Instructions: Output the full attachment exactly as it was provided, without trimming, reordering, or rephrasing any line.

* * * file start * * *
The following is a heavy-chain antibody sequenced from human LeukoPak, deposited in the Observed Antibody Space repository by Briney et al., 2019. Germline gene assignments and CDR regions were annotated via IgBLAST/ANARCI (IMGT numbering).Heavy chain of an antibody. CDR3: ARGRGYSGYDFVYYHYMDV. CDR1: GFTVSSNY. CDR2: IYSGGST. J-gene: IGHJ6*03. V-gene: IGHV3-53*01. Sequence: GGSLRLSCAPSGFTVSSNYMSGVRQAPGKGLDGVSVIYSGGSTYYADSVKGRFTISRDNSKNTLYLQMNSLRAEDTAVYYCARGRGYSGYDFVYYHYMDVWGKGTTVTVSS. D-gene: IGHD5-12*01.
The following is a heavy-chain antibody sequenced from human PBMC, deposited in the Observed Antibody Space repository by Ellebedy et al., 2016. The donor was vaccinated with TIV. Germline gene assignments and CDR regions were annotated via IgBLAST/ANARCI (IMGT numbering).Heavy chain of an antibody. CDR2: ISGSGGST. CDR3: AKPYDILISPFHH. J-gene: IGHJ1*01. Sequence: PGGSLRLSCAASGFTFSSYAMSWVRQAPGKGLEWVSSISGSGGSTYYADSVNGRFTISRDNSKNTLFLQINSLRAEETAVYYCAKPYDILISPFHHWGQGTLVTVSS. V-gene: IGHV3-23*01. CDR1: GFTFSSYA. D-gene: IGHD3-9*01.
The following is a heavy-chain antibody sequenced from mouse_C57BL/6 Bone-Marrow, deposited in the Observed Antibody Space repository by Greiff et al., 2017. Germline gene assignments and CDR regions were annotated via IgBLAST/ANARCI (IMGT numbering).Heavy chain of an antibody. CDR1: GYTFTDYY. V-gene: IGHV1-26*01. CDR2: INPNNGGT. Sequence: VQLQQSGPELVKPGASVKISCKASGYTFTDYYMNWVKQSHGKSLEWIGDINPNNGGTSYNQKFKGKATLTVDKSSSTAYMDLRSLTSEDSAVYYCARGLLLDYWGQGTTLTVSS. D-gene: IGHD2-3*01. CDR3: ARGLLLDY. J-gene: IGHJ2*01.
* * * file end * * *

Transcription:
The following is a heavy-chain antibody sequenced from human LeukoPak, deposited in the Observed Antibody Space repository by Briney et al., 2019. Germline gene assignments and CDR regions were annotated via IgBLAST/ANARCI (IMGT numbering).Heavy chain of an antibody. CDR3: ARGRGYSGYDFVYYHYMDV. CDR1: GFTVSSNY. CDR2: IYSGGST. J-gene: IGHJ6*03. V-gene: IGHV3-53*01. Sequence: GGSLRLSCAPSGFTVSSNYMSGVRQAPGKGLDGVSVIYSGGSTYYADSVKGRFTISRDNSKNTLYLQMNSLRAEDTAVYYCARGRGYSGYDFVYYHYMDVWGKGTTVTVSS. D-gene: IGHD5-12*01.
The following is a heavy-chain antibody sequenced from human PBMC, deposited in the Observed Antibody Space repository by Ellebedy et al., 2016. The donor was vaccinated with TIV. Germline gene assignments and CDR regions were annotated via IgBLAST/ANARCI (IMGT numbering).Heavy chain of an antibody. CDR2: ISGSGGST. CDR3: AKPYDILISPFHH. J-gene: IGHJ1*01. Sequence: PGGSLRLSCAASGFTFSSYAMSWVRQAPGKGLEWVSSISGSGGSTYYADSVNGRFTISRDNSKNTLFLQINSLRAEETAVYYCAKPYDILISPFHHWGQGTLVTVSS. V-gene: IGHV3-23*01. CDR1: GFTFSSYA. D-gene: IGHD3-9*01.
The following is a heavy-chain antibody sequenced from mouse_C57BL/6 Bone-Marrow, deposited in the Observed Antibody Space repository by Greiff et al., 2017. Germline gene assignments and CDR regions were annotated via IgBLAST/ANARCI (IMGT numbering).Heavy chain of an antibody. CDR1: GYTFTDYY. V-gene: IGHV1-26*01. CDR2: INPNNGGT. Sequence: VQLQQSGPELVKPGASVKISCKASGYTFTDYYMNWVKQSHGKSLEWIGDINPNNGGTSYNQKFKGKATLTVDKSSSTAYMDLRSLTSEDSAVYYCARGLLLDYWGQGTTLTVSS. D-gene: IGHD2-3*01. CDR3: ARGLLLDY. J-gene: IGHJ2*01.